It’s been hard to keep up with everything going on around here. As always, the Casa is full of an eclectic mix of people (Below: Guest Bill Gosnell teaching juggling in the reception). Volunteers are coming and going, and it’s like overnight I’ve been converted into a veteran member of the team.
We have guests from all around the world, as well as several migrants and refugees staying with us through the Casa’s Solidarity Lodging program. The couple that I have been accompanying for the last month just found a new apartment, which will double as their restaurant. I’m planning a mini documentary project to record their progress in renovating the space and getting the restaurant up and running. They’ve been working tirelessly for weeks now, but it looks like they will be able to open within the next month.
Will Gosnell, traveling juggler educator and friend/guest at the Casa, does an impromptu juggling lesson in the reception.
The Haverford CPGC summer volunteers, John Kouakam ’17, Jake Lichtenbaum ’16, and Rafael Moreno ’17 got here just last week. John and Rafa had stayed at the Casa previously, during the Haverford-Casa Migration Field Study which is coordinated by the Casa and is an intensive learning tour of migration on the Arizona border and in Mexico City. They will both be volunteering at Tochan, the migrant shelter the Casa helps coordinate. Jake will be working at Barrio Activo, a community and cultural center in a neighborhood in northern Mexico City which offers a summer program for youth vulnerable to delinquency and violence.
And my outlook on the Casa shifted drastically last week. Literally; I moved up to the fourth floor where my neighbors are Bertha and Mara, along with several cacti, jade and aloe plants. In the morning I wake up, stretch, and say hello to the Monument to the Revolution, now in plain sight from just outside my door.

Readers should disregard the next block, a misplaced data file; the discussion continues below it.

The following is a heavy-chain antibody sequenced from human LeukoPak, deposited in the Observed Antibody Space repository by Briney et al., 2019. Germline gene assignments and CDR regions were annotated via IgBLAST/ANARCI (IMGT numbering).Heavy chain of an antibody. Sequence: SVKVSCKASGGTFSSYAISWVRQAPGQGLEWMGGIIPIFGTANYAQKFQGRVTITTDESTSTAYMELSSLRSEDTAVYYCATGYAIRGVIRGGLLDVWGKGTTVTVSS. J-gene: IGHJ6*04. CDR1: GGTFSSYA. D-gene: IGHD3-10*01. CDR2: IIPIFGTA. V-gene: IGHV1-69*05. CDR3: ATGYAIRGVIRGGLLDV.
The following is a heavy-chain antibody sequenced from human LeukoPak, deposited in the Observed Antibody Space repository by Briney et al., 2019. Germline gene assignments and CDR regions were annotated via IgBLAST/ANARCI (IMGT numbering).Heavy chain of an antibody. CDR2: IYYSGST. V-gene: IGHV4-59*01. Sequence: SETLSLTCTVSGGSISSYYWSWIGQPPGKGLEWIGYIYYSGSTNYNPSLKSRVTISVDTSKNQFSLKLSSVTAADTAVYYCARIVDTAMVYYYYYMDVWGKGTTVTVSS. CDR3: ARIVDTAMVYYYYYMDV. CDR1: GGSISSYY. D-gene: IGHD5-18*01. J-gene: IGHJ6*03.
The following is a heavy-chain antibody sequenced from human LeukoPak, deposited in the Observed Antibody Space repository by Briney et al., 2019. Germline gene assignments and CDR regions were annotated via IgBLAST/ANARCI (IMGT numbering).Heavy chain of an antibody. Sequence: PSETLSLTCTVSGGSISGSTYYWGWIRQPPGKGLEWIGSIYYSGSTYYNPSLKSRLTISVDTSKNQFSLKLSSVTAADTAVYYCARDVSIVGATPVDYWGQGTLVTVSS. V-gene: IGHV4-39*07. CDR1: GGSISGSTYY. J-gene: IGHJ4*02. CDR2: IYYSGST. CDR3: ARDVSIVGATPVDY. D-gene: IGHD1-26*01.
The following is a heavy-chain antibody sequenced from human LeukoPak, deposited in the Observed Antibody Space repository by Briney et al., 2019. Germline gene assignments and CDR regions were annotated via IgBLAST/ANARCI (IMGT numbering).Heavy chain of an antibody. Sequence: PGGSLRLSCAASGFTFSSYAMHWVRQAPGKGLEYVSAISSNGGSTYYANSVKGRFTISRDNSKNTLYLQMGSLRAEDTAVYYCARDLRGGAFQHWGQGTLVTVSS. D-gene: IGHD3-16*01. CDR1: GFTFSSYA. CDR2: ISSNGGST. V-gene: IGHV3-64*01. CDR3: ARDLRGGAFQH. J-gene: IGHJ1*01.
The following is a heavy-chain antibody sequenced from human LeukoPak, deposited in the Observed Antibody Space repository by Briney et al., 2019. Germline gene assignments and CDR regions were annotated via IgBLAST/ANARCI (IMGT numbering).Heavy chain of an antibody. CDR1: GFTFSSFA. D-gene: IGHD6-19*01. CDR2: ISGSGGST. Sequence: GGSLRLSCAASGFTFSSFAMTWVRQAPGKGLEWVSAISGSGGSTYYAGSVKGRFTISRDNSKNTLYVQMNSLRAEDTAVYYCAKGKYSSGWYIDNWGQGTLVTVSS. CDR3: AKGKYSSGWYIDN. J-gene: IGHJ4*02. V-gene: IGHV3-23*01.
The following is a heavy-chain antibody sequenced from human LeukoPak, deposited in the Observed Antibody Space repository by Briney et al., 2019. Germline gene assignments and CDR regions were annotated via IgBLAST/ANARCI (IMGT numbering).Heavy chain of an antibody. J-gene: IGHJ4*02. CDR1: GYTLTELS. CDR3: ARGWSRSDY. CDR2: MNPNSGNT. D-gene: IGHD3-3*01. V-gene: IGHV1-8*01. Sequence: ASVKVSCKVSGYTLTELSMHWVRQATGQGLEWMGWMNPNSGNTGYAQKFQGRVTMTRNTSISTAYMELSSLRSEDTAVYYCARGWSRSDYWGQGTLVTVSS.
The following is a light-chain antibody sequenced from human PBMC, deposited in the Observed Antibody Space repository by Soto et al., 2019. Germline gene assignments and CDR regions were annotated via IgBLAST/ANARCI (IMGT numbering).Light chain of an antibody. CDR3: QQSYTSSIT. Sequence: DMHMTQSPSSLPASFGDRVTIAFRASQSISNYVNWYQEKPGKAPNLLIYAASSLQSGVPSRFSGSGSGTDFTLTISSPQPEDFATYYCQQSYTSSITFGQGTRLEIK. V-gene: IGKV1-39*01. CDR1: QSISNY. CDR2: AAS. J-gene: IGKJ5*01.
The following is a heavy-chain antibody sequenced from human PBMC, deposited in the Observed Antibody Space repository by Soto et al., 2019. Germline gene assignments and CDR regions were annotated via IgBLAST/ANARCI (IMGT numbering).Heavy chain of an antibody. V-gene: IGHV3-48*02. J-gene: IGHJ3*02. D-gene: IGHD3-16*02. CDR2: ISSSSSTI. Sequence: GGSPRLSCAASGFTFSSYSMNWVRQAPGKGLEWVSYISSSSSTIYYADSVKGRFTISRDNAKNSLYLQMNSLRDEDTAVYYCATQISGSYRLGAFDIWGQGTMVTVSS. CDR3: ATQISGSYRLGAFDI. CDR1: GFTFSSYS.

The weather is changing too. Lately the rain comes daily. Whether in the form of an afternoon torrential downpour, light mist from the morning onward, evening thunderstorms, and the occasional threat of hail, water has been a more constant presence in the last weeks. Weekend before last, some compañeros(as) from the Escuelita dressed themselves as mutant GMO corn people and made an appearance at the Festival del Maíz. Then, an unbelievable rainstorm hit and they came to seek refuge in the Casa.
School and work and convivencia haven’t left me time for much else lately, but I’m looking forward to a mid-June beach vacation in Oaxaca. I’m also working on finishing up and printing Casa t-shirts, posters for the cooperatives we support, systematizing Casa donations policies, attending a workshop tomorrow on migrant detentions in Mexico, and I just completed the first evaluation for the Escuelita, which concludes the first of three sections of the school. We also just started a planning meeting for a trueque to happen in the Casa in July. Our very first trueque in the Casa with an alternative currency of our own, and various workshops, musical performances and talented artesan producers.